The socially distanced Democratic National Convention is sure to give us some high-tech bloopers. <<I’m sorry Governor Cuomo, you’re going to need to take yourself off mute.>> But without live delegates, in a physical stadium, with actual balloons and streamers, and politicians trying to project the best (if not most authentic) versions of themselves, Democrats will be missing something, namely a chance to broadcast cringeworthy flubs, mishaps, and miscalculations to millions across the country.
Here four moments from past DNC conventions that went sideways, and live on in infamy (or at least hilarity):
When Democrats Booed Carter
Nothing like bringing out the boo birds at your own convention. In 1980 President Jimmy Carter was going up against Ronald Reagan who promised a confrontation with the Soviet Union. Carter, eager to project his own strength on a national stage, began a simple recitation of the actions he’d taken after the Soviets invaded Afghanistan. But number two on his list — calling for draft registration — did not hit right with Democratic delegates, in an America still reeling from its bloody and senseless misadventure in Vietnam. The leader of the Democratic party got an earful from those who ought to have been his heartiest backers:
CONVENTION THROWBACK:#OTD August 14, 1980 — Pres. Jimmy Carter is booed during his nomination acceptance speech at Democratic Convention when he says, "I called for draft registration"
— Howard Mortman (@HowardMortman) August 14, 2020
The Clinton Macarena
Long before online memes and TikTok teens performing the Renegade, there was the Macarena, the Latin dance sensation that went viral the old fashioned way — awkwardly, at weddings, and birthday parties, and family reunions. To the pain of modern eyeballs, the Macarena infected the 1996 convention in Chicago, where then first-lady Hillary Clinton clapped off the beat, as convention delegates swung their hips and flailed their arms, giving alegría to the cuerpo of absolutely nadie.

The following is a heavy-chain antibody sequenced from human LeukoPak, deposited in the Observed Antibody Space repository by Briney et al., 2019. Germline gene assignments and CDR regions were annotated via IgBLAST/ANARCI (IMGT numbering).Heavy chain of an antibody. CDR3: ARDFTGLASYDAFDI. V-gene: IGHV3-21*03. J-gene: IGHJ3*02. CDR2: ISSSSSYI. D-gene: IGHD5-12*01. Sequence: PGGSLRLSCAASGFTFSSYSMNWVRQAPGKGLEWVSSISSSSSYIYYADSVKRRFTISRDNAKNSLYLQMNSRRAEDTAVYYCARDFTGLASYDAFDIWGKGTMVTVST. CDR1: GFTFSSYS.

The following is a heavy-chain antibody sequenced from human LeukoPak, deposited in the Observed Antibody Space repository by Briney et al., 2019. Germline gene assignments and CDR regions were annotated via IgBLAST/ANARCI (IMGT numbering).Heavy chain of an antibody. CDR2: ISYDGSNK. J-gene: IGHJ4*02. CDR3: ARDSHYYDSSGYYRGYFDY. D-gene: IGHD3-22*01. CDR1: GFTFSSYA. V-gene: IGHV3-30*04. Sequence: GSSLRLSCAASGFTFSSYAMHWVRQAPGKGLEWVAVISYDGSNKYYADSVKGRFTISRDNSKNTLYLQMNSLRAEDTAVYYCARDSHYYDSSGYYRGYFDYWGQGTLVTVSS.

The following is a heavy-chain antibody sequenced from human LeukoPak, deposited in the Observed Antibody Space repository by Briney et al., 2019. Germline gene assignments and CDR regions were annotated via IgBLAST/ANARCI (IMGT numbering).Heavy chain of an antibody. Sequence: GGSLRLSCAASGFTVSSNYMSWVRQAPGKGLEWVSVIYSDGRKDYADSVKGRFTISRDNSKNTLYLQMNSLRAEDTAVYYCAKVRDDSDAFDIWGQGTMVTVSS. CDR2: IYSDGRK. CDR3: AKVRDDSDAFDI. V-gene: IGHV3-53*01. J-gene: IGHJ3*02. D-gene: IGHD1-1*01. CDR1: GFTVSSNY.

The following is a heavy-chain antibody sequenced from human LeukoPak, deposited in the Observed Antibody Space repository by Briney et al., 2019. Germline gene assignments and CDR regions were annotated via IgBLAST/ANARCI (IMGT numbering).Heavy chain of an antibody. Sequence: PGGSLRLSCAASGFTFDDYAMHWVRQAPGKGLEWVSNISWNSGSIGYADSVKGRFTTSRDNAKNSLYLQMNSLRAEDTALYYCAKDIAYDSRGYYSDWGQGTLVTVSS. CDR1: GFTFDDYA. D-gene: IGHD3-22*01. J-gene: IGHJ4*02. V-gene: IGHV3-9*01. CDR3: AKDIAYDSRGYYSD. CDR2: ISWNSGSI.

The Gore Kiss
Running in 2000, Al Gore had relatability problems. The Tennessee technocrat had a reputation for being a stiff, wooden politician with little of George W. Bush’s common touch. At the convention in Los Angeles, Gore’s advisers had plainly advised him to go out and show a little passion, a little simmer with wife Tipper, who was then known as America’s scold, a crusader against the coarseness of popular music. But as an awkward technocrat, Gore tended to over-correct when given this kind of stage direction. Instead of a spontaneous-seeming display of marital bliss, what ensued was “the kiss” (followed by an equally lamentable bear hug).
CONVENTION THROWBACK …#OTD August 17, 2000 …
Al Gore and Tipper Gore, on stage, on national TV, with soaring music. pic.twitter.com/OdyuZYQfHQ
— Howard Mortman (@HowardMortman) August 17, 2020
The Balloon Drop that Wasn’t
Conventions are all about the pomp and circumstance, and the culmination of the week-long party is the balloon-and-confetti drop to mark the official nomination of the party’s candidate for president. But at the 2004 convention at the Boston Garden, the most of the balloons somehow got stuck up in the rafters. It’s not that balloons didn’t drop. They just didn’t create the spectacle planners were hoping for. This is the kind of small anticlimax that most viewers at home would never notice. But CNN somehow had the fortune to be plugged into the profane backstage feed of the convention director progressively losing his shit as the red-white-and-blue balloons he so anticipated showering John Kerry and John Edwards failed to fall from the ceiling, finally screaming, “WTF are you guys doing up there.”
The best DNC moment in history was 2004, when Kerry accepted the nomination and the balloons dropped too slowly and CNN aired live audio of the director repeatedly yelling "GO BALLOONS" and finally "what the fuck are you guys doing up there?" at 1:50. pic.twitter.com/fuXNjcSKB3
— Slade (@Slade) August 17, 2020